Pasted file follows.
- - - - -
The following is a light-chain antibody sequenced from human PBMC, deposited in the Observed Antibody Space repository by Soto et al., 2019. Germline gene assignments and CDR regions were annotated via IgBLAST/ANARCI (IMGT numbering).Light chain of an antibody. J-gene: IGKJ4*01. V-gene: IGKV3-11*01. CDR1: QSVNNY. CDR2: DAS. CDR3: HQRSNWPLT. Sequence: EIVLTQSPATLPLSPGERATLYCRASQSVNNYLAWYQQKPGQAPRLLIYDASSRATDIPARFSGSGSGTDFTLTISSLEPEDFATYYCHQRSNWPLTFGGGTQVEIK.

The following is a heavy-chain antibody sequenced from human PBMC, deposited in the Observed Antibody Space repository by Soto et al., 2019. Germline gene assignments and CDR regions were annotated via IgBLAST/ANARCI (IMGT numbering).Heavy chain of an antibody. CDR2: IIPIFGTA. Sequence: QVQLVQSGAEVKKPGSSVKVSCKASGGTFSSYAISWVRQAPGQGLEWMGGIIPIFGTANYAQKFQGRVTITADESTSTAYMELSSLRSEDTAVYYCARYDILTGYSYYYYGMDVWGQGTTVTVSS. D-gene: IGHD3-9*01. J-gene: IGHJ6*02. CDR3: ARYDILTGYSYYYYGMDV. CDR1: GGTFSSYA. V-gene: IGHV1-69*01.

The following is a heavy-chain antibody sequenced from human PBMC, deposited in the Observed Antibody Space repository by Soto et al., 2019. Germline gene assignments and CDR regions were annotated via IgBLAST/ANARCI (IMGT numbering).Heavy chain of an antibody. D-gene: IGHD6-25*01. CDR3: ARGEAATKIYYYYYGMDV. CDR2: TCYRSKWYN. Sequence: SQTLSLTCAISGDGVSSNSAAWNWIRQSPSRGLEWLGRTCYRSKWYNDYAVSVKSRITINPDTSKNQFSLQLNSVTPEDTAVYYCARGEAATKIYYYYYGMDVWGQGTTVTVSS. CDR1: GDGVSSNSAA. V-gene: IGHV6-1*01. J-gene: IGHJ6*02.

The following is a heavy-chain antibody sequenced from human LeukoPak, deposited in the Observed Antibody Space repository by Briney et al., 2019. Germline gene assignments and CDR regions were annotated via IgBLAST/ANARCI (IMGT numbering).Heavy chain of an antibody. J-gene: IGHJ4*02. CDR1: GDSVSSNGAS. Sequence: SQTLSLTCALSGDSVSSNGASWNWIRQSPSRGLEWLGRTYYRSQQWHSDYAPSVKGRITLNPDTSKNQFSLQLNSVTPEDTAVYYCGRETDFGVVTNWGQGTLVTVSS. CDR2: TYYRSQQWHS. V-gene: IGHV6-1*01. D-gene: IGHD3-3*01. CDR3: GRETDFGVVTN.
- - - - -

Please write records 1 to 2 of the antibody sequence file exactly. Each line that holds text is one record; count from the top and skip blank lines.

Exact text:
The following is a light-chain antibody sequenced from human PBMC, deposited in the Observed Antibody Space repository by Soto et al., 2019. Germline gene assignments and CDR regions were annotated via IgBLAST/ANARCI (IMGT numbering).Light chain of an antibody. J-gene: IGKJ4*01. V-gene: IGKV3-11*01. CDR1: QSVNNY. CDR2: DAS. CDR3: HQRSNWPLT. Sequence: EIVLTQSPATLPLSPGERATLYCRASQSVNNYLAWYQQKPGQAPRLLIYDASSRATDIPARFSGSGSGTDFTLTISSLEPEDFATYYCHQRSNWPLTFGGGTQVEIK.

The following is a heavy-chain antibody sequenced from human PBMC, deposited in the Observed Antibody Space repository by Soto et al., 2019. Germline gene assignments and CDR regions were annotated via IgBLAST/ANARCI (IMGT numbering).Heavy chain of an antibody. CDR2: IIPIFGTA. Sequence: QVQLVQSGAEVKKPGSSVKVSCKASGGTFSSYAISWVRQAPGQGLEWMGGIIPIFGTANYAQKFQGRVTITADESTSTAYMELSSLRSEDTAVYYCARYDILTGYSYYYYGMDVWGQGTTVTVSS. D-gene: IGHD3-9*01. J-gene: IGHJ6*02. CDR3: ARYDILTGYSYYYYGMDV. CDR1: GGTFSSYA. V-gene: IGHV1-69*01.